agent, they already know that writing has gone through initial readings and
probably had some editorial guidance. They also know that the agent will keep
the writer on deadlines and make sure the work is coming in. It is this
knowledge that often leads the way to those special request projects – the
anthologies, the Christmas editions and so forth.

This is simply three of the key reasons for having an agent,
but obviously there are a lot more. In simple terms we are talking about having
someone else on your team.

Now, when it comes to whether or not a writer needs to go
through traditional publishing, I have to say this all depends on the book. In
fact, the real question is not whether you “need” to go through traditional
publishing, but whether or not your book fits with traditional publishing. Many
writers that take the indie publishing or self-publishing route simply have
stories that don’t fit with the marketing plan of the traditional houses. I
always use the analogy of a hardware store. They know their market. They know
their clientele and they know what sells and doesn’t sell. Now, if a farmer
comes in and wants the hardware store to sell their corn or eggs, the store
simply will turn them down. Why? The farmer’s products don’t fit with the
marketing plan. The farmer has to go to someone who does sell corn and eggs.
The same goes for publishing. Sure, there are a lot of writers out there with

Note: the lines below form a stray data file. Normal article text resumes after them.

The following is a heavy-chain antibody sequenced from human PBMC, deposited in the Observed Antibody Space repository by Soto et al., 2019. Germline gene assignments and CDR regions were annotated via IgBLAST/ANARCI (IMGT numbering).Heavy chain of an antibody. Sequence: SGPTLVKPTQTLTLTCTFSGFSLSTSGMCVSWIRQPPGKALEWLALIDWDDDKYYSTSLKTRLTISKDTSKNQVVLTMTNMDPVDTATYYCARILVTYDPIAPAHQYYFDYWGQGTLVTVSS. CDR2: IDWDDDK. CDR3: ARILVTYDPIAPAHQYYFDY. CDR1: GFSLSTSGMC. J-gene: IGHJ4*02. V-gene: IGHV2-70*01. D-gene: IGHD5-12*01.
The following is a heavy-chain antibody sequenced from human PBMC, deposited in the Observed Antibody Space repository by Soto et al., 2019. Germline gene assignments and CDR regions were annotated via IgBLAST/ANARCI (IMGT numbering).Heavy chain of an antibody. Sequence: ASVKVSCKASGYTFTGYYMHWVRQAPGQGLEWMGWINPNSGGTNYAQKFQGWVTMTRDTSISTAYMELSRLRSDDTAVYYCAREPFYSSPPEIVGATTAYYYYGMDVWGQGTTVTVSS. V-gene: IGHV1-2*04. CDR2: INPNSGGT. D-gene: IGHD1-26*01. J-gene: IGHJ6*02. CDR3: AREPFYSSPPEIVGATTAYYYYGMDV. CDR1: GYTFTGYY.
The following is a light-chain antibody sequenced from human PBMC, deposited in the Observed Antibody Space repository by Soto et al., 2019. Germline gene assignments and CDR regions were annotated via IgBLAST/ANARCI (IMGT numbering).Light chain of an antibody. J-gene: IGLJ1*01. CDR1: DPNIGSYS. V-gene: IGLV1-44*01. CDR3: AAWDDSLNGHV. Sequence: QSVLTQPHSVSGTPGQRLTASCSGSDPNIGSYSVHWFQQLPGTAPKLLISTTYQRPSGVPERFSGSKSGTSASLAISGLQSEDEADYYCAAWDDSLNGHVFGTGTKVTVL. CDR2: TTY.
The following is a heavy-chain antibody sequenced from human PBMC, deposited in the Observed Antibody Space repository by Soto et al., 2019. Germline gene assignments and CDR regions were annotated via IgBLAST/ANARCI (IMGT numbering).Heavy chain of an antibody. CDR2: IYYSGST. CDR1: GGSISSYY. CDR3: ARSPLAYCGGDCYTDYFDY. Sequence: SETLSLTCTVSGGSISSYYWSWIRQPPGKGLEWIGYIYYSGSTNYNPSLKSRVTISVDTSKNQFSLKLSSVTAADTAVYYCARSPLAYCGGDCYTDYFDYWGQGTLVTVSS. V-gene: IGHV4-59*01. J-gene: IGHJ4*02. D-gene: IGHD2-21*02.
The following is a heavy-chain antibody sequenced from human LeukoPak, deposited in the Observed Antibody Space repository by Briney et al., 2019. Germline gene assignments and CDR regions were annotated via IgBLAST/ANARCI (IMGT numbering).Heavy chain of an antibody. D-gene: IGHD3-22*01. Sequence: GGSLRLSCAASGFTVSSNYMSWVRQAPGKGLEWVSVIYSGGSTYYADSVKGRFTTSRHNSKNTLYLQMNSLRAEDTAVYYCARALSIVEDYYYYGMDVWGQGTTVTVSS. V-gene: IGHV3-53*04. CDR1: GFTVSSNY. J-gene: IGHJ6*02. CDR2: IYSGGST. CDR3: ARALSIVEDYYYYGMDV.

stories to tell, but they all don’t fit at say a Simon and Schuster. Some of
these stories have too small of a niche, maybe too local of a focus.

Please don’t get me wrong here. I am not saying one route is
better than another. I am simply saying that the book dictates which publishing
route you should take.

I also want to add that many self-published and indie
published authors believe this is the way to build your career so they can move
on to bigger and better things. Again, this is a myth. Yes, the practice in
writing is going to help, but when it comes to the publishers looking at that
work when they look at a new project, it really doesn’t play a role. Editors at
the traditional houses don’t say “Wow, look at what this person has done! 10
books with Smashwords! I must sign them!” They are simply looking at the
quality of the writing and whether or not the story fits what they are looking
for at that time.

I think the thing to remember here is that writers have a
lot of choices. Have an agent if your writing needs one. If you want to writer
for indie publishers or take the self-publishing route, you simply won’t need
an agent. If you want to write for these smaller houses and it feels right for
you, then do it. The choice is yours.


6 thoughts on “Agent Scott Eagan Shares His Thoughts…”